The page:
The Land Beneath Us Review: Fair and Square

Square up for a fight.

I dart across the map one square at a time, avoiding the enemy’s ranged fire spell. Before I can attack them though, I have to destroy the red pillar on the top half of the map, So I nudge my character, Sven, into the tall structure with the directional pad. One hit, two hits.

The pillar prepares an area attack, all spaces around it glowing a hazardous yellow. Sven avoids the AoE, but the enemy below connects with a fireball. Sven erupts into white light as they’re defeated. Instead of annoyance, I’m already recalculating my odds in my next attempt in The Land Beneath Us.

The Land Beneath Us balances uncompromising difficulty with quick, punchy combat. Even though I often succumb in the early rounds, it’s temptingly easy to start over. “Just one more run,” I say, but find myself still playing an hour later. Defeat never feels unfair. Over time I adjust to the game’s spatial reasoning, evolving my progress past halting steps forward to fluid arcs across the battle grid.

Related: Dice Assassin first impressions: Watch your step

Bumpslash Battles

The Land Beneath Us review: a red and black world map, with Llogsi Land (North) highlighted.
Screenshot via Dear Villagers.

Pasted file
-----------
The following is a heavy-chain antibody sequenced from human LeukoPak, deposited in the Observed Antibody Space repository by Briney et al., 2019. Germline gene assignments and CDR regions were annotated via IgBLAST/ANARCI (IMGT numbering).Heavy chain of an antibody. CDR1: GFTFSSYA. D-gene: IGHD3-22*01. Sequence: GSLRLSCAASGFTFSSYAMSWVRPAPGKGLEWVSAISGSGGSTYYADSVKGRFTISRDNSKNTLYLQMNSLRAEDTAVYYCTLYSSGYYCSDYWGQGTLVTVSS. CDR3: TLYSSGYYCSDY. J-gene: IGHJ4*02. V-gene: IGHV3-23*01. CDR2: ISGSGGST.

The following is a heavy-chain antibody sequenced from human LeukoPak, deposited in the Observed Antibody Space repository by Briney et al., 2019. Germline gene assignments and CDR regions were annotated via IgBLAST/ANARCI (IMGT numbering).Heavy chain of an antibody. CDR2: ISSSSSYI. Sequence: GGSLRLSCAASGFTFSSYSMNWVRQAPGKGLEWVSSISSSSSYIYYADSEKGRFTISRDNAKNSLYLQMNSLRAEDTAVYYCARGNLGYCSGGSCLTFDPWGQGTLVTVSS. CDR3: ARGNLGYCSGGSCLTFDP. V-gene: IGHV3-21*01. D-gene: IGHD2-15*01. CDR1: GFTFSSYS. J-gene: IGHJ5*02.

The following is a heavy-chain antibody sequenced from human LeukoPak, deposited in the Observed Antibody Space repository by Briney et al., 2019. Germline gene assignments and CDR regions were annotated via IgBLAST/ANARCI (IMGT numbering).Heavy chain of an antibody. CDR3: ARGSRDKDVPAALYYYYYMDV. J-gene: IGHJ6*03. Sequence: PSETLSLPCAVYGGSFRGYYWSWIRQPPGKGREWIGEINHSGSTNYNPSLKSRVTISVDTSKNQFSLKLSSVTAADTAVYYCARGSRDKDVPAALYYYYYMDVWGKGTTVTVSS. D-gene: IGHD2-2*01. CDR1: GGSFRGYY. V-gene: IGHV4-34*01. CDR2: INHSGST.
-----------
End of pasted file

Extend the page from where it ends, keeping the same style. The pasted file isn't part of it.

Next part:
The Land Beneath Us fuses the grid-based strategy of Into the Breach and the bump-slash combat of Ys. Bump-slash works how you would expect: you bump into an enemy to slash them. There’s no dedicated attack button, only the four directional arrows. Sven stays in place by pressing the left bumper, luring a distant enemy closer. Time progresses turn-by-turn, giving me space to think through my actions.

Sven starts with only their fists, but the first area gives me two free chests to open: red for a weapon, and blue for a relic. Weapons are assigned to directions. Relics give passive effects that affect anything from the player to collectibles in the environment. I bind a blood sword to the up button. It hits one square away from Sven and adds a point of damage to the blade every time it overkills an enemy.

From the blue chest, I salvage a relic that gives extra souls every time Sven obtains gold. But there’s nothing else to destroy or investigate in this first tiny room, so I nudge Sven into the warp point with the crossed swords icon above it and prepare for battle.

Which way, Welshman?

The Land Beneath Us review:: The player selects between three relics. One is a purple cloak, one is a red fork, and one is a green sword.